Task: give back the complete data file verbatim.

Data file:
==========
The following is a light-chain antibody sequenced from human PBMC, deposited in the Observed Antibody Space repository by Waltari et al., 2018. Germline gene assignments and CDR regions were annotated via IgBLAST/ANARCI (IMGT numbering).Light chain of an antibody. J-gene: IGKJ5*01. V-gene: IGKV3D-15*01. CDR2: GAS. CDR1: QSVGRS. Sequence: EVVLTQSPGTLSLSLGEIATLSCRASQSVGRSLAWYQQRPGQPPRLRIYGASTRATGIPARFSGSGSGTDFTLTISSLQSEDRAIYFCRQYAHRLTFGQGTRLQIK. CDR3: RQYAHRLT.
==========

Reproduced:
The following is a light-chain antibody sequenced from human PBMC, deposited in the Observed Antibody Space repository by Waltari et al., 2018. Germline gene assignments and CDR regions were annotated via IgBLAST/ANARCI (IMGT numbering).Light chain of an antibody. J-gene: IGKJ5*01. V-gene: IGKV3D-15*01. CDR2: GAS. CDR1: QSVGRS. Sequence: EVVLTQSPGTLSLSLGEIATLSCRASQSVGRSLAWYQQRPGQPPRLRIYGASTRATGIPARFSGSGSGTDFTLTISSLQSEDRAIYFCRQYAHRLTFGQGTRLQIK. CDR3: RQYAHRLT.